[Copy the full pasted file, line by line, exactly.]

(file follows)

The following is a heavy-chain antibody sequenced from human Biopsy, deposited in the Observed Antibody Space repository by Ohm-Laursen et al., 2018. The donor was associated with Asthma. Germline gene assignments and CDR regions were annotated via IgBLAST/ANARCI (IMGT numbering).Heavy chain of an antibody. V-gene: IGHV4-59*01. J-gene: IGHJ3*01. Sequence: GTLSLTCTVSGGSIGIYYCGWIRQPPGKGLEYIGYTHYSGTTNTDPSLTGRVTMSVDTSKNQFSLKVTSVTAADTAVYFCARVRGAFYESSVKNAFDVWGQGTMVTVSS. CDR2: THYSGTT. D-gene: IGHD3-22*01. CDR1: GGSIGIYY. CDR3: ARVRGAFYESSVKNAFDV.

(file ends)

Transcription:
The following is a heavy-chain antibody sequenced from human Biopsy, deposited in the Observed Antibody Space repository by Ohm-Laursen et al., 2018. The donor was associated with Asthma. Germline gene assignments and CDR regions were annotated via IgBLAST/ANARCI (IMGT numbering).Heavy chain of an antibody. V-gene: IGHV4-59*01. J-gene: IGHJ3*01. Sequence: GTLSLTCTVSGGSIGIYYCGWIRQPPGKGLEYIGYTHYSGTTNTDPSLTGRVTMSVDTSKNQFSLKVTSVTAADTAVYFCARVRGAFYESSVKNAFDVWGQGTMVTVSS. CDR2: THYSGTT. D-gene: IGHD3-22*01. CDR1: GGSIGIYY. CDR3: ARVRGAFYESSVKNAFDV.